This one builds on the whole “leaders-of-tomorrow” discussion above. The passing of the torch has somehow become synonymous with the attempt to light and link the gap between generations. And yet, when I work with adults, particularly those who are at an age most likely to be reflecting on work/life in a way to think about the torch, they also have repeatedly said “I am not ready to go out to pasture either!” In spite of the transactional language, adults don’t typically want to hand off the torch as much as bring new, younger folks into their work -- a demonstration of their understanding that systemic change is generational in its timeline. However, in attempting to pass the torch, adults have failed to realize that it is too often still about “their work” and still about the tools they used for “their work.” Instead of genuinely inviting young people into the work to build the work, to expand the toolsets, to update the language, the invitation feels more like (read in your best James Earl Jones voice) “come in young man and finish what I started, but be sure and do it how I did it.” In communities and in social change work there is a place for all people with all levels of experience and all with something to add. We don’t need to pass the torch; we need to expand the flame and, with it, ignite new flames.
“Give back to your community”
I really hope I never “give back” to my community, and I cringe when people offer that term in acknowledgment of my work. For me, the whole language of “giving back” too often implies my having transcended or moved beyond my community; or, at a minimum, that I owe my community something in return for something it provided me. Regardless, the concept of giving back implies a sort of transactional relationship (like the torch conversation) with community – an arbitrary system of debits and credits and finite means. Community is a function of relationships, not of this sort of transaction. Do I “give back” to my spouse, or my brother, or my mom, or my friends? That would seem odd and strangely mechanistic for a personal relationship. But, I also have a personal relationship with my community, which is comprised of potentially infinite other personal relationships. As such, an investment in my community is inherently an investment in myself. Shouldn’t giving and receiving, sharing, serving and investing be core to the actual definition of a community? If I am an individual member of a true community, aren’t I a part of this constant process? Let’s not focus on “giving back” to our communities; let’s just be part of them.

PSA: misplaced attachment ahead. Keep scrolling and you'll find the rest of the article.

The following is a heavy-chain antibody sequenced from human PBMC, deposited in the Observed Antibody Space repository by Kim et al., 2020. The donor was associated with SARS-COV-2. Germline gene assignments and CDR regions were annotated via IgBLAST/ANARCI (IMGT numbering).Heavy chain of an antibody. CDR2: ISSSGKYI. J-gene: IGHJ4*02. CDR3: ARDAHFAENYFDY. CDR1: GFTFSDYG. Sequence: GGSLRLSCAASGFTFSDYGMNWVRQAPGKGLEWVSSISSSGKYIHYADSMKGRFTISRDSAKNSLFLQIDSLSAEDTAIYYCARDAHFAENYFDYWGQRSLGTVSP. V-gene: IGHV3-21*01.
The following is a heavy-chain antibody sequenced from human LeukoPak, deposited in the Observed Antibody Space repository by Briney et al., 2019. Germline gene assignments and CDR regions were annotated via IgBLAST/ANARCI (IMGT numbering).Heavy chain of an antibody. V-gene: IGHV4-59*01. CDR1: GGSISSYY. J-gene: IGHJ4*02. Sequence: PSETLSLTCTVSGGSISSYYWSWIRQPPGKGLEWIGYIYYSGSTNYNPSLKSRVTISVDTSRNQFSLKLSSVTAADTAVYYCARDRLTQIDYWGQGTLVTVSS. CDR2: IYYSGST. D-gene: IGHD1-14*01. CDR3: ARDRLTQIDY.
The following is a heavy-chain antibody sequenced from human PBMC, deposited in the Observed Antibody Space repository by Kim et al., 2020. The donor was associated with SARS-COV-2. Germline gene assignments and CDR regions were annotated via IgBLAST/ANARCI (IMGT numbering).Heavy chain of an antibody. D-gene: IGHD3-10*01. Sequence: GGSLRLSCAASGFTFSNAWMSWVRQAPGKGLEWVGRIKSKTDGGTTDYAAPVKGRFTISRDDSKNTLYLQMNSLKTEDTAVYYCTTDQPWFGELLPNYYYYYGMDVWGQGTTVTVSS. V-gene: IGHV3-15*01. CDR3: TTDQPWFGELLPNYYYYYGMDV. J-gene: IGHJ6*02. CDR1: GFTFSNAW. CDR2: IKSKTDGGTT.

“A seat at the table”
In social change work, sometimes a “seat at the table” is given, sometimes it is won. In either case, if I get a seat I am likely pulling it up to a table still owned and ruled by someone else. If I am “given” the seat, aren’t I there at the table’s behest? If I “win” the seat, aren’t I there despite the table? Isn’t what I really want the re-creation of the very table itself? I don’t question the power or purpose of garnering a seat at the table as an incremental step toward change. This sort of inclusion, whether given or won, is a critical first step and we need to keep pushing for more seats for more people at more tables. I do wonder, however, in the 21st century, if the idea of getting a seat has actually lowered our standards, or anesthetized us against the real need for a systemic shift in the concept and purpose of the table itself. We can and should keep fighting for “a seat” but we must remain committed to building a new kind of table – our table.
These are just a few examples of the language I hear in conversations almost daily and to which we typically give no thought. We all just nod in familiarity without truly listening or understanding our words.
Perhaps we and our youth and our communities could borrow a strategy from my friend at Special Olympics and begin to pass out our own cards when we hear this and other language that just doesn’t work for us. If we really paid attention to language, what might our cards say?